The code sample above shows how to build a linear regression model using the built-in optimizer, which will overweight samples with large label values, and the nls approach which shows how to perform a log transformation on both the predicted values and labels, which will give the samples relatively equal weight.
The problem with the second approach is that you have to explicitly state how to use the features in the model, creating a feature engineering problem. An additional problem with this approach is that it cannot be applied directly to other algorithms, such as random forests, without writing your own likelihood function and optimizer.
This is a for a specific scenario where you want to have the error term outside of the log transform, not a scenario where you can simply apply a log transformation to the label and all input variables.
Deep learning provides an elegant solution to handling these types of problems, where instead of writing a custom likelihood function and optimizer, you can explore different built-in and custom loss functions that can be used with the different optimizers provided.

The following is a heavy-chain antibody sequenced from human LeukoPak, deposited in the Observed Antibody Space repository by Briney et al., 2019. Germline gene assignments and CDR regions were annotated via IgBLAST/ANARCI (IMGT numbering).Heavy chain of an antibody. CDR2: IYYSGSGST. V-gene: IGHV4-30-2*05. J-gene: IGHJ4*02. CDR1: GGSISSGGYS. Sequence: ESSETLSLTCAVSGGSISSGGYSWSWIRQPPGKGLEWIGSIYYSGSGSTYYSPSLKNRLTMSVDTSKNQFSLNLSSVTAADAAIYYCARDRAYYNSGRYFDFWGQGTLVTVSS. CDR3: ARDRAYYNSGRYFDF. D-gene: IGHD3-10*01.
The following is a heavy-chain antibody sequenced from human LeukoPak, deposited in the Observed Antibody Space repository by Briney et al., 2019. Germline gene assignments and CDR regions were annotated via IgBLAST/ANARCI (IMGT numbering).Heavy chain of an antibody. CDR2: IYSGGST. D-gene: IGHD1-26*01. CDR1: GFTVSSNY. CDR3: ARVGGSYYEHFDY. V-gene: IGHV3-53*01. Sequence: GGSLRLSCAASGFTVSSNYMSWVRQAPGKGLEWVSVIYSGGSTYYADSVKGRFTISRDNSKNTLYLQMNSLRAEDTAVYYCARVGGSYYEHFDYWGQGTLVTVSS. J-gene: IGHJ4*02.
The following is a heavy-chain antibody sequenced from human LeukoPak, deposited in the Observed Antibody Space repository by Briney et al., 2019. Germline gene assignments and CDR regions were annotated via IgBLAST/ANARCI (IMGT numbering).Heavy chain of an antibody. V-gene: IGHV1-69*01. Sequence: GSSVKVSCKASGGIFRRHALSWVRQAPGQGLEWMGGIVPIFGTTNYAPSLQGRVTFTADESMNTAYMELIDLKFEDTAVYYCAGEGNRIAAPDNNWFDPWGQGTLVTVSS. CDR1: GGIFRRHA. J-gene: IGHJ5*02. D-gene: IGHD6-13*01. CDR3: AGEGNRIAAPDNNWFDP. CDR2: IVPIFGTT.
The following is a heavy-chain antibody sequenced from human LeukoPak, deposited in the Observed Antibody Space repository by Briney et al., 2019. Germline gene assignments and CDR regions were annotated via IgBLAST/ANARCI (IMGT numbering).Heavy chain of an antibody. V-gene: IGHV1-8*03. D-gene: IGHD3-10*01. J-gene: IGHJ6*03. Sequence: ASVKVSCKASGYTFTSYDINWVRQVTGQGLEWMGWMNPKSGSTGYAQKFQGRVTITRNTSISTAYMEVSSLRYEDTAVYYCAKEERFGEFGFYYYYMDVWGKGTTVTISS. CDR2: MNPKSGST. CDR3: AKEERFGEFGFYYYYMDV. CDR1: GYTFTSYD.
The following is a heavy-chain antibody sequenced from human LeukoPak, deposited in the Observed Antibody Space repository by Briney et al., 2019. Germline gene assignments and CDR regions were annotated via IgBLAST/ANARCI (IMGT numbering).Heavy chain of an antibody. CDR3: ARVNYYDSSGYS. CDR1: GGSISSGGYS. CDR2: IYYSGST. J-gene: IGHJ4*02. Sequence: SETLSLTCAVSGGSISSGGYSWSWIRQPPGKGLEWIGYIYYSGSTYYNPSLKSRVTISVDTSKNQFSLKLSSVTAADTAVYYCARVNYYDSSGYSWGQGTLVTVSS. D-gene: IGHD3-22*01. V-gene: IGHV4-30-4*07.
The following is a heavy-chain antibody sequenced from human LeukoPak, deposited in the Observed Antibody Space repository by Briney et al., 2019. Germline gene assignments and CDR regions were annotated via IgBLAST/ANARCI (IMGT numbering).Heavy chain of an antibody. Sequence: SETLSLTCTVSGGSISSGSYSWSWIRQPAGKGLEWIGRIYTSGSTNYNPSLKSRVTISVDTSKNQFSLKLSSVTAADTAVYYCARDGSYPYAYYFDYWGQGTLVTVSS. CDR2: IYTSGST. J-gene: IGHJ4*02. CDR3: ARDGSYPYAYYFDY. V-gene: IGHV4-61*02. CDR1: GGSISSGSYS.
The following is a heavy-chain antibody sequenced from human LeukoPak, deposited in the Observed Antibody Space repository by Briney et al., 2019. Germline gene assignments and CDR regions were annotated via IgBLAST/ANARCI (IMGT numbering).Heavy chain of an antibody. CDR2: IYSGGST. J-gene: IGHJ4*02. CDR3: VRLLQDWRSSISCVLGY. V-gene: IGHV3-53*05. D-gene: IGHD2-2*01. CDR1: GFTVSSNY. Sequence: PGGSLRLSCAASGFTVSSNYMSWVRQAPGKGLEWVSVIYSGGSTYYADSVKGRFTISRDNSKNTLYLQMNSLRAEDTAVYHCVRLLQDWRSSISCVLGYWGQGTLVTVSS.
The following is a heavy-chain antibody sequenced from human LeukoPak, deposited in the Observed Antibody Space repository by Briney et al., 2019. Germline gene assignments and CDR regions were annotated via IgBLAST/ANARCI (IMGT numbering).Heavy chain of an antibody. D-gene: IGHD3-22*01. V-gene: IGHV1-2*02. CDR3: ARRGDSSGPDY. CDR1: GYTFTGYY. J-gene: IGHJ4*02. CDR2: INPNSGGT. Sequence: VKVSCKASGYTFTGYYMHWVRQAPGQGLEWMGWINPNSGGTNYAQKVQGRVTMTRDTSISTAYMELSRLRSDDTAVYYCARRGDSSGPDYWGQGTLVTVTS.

This post will show how to write custom loss functions in R when using Keras, and show how using different approaches can be beneficial for different types of data sets.
It shows the training history of four different Keras models trained on the Boston housing prices data set. Each of the models use different loss functions, but are evaluated on the same performance metric, mean absolute error. For the original data set, the custom loss functions do not improve the performance of the model, but on a modified data set, the results are more promising. One of the great features of deep learning is that it can be applied to both deep problems with perceptual data, such as audio and video, and shallow problems with structured data.
For shallow learning c lassical ML problems, you can often see improvements over shallow approaches, such as XGBoostby using a custom loss function that provides a useful singal.
However, not all shallow problems can benefit from deep learning. For example, predicting housing prices in an area where the values can range significantly. This data set includes housing prices for a suburb in Boston during the s. Each record has 13 attributes that describe properties of the home, and there are records in the training data set and records in the test data set. The labels in the data set represent the prices of the homes, in thousands of dollars.